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Logo of bmccancBioMed Centralsearchsubmit a manuscriptregisterthis articleBMC Cancer
 
BMC Cancer. 2012; 12: 145.
Published online 2012 April 11. doi:  10.1186/1471-2407-12-145
PMCID: PMC3472186

Genistein cooperates with the histone deacetylase inhibitor vorinostat to induce cell death in prostate cancer cells

Abstract

Background

Among American men, prostate cancer is the most common, non-cutaneous malignancy that accounted for an estimated 241,000 new cases and 34,000 deaths in 2011. Previous studies have suggested that Wnt pathway inhibitory genes are silenced by CpG hypermethylation, and other studies have suggested that genistein can demethylate hypermethylated DNA. Genistein is a soy isoflavone with diverse effects on cellular proliferation, survival, and gene expression that suggest it could be a potential therapeutic agent for prostate cancer. We undertook the present study to investigate the effects of genistein on the epigenome of prostate cancer cells and to discover novel combination approaches of other compounds with genistein that might be of translational utility. Here, we have investigated the effects of genistein on several prostate cancer cell lines, including the ARCaP-E/ARCaP-M model of the epithelial to mesenchymal transition (EMT), to analyze effects on their epigenetic state. In addition, we investigated the effects of combined treatment of genistein with the histone deacetylase inhibitor vorinostat on survival in prostate cancer cells.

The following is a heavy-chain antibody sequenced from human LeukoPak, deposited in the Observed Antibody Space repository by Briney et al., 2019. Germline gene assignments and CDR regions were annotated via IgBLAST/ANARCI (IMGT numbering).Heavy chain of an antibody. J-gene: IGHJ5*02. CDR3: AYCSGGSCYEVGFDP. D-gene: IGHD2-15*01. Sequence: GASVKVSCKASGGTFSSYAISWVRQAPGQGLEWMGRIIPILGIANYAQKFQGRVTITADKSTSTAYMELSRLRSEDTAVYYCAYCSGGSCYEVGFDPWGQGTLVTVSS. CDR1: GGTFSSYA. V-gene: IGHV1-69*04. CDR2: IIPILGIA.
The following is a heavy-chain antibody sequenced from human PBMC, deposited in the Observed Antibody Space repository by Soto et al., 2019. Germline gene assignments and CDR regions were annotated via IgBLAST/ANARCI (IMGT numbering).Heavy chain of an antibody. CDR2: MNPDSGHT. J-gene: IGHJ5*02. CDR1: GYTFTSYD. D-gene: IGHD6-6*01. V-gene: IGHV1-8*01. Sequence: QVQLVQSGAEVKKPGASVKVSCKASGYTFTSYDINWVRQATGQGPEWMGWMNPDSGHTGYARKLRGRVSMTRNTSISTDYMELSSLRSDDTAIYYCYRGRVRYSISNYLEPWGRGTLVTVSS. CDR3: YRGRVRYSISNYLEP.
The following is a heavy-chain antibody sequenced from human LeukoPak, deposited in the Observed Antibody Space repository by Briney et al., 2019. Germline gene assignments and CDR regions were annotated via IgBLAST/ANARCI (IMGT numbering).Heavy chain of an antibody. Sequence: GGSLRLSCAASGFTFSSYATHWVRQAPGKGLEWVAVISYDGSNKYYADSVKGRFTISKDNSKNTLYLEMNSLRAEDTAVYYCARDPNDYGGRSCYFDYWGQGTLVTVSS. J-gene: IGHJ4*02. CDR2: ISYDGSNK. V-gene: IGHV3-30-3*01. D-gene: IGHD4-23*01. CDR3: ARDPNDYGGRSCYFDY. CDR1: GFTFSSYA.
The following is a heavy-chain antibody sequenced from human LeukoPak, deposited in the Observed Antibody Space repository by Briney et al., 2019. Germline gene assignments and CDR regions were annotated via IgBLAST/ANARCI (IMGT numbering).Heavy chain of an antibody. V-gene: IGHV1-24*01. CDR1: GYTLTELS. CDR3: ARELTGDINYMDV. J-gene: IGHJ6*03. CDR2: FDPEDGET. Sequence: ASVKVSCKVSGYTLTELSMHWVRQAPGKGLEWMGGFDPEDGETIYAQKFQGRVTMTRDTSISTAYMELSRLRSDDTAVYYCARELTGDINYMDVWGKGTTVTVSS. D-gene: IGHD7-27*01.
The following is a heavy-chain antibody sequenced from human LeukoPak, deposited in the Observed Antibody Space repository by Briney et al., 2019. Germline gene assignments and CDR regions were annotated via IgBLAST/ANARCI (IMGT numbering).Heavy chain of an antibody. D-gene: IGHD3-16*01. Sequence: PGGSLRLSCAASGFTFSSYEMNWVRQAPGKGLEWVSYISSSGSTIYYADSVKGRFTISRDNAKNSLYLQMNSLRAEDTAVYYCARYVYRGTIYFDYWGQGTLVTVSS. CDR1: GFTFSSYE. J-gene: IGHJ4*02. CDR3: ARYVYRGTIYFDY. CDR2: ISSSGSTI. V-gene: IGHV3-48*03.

Methods

Using whole genome expression profiling and whole genome methylation profiling, we have determined the genome-wide differences in genetic and epigenetic responses to genistein in prostate cancer cells before and after undergoing the EMT. Also, cells were treated with genistein, vorinostat, and combination treatment, where cell death and cell proliferation was determined.

Results

Contrary to earlier reports, genistein did not have an effect on CpG methylation at 20 μM, but it did affect histone H3K9 acetylation and induced increased expression of histone acetyltransferase 1 (HAT1). In addition, genistein also had differential effects on survival and cooperated with the histone deacteylase inhibitor vorinostat to induce cell death and inhibit proliferation.

Conclusion

Our results suggest that there are a number of pathways that are affected with genistein and vorinostat treatment such as Wnt, TNF, G2/M DNA damage checkpoint, and androgen signaling pathways. In addition, genistein cooperates with vorinostat to induce cell death in prostate cancer cell lines with a greater effect on early stage prostate cancer.

Keywords: Prostate cancer, Soy, Natural compounds, Epigenetics, Apoptosis

Articles from BMC Cancer are provided here courtesy of BioMed Central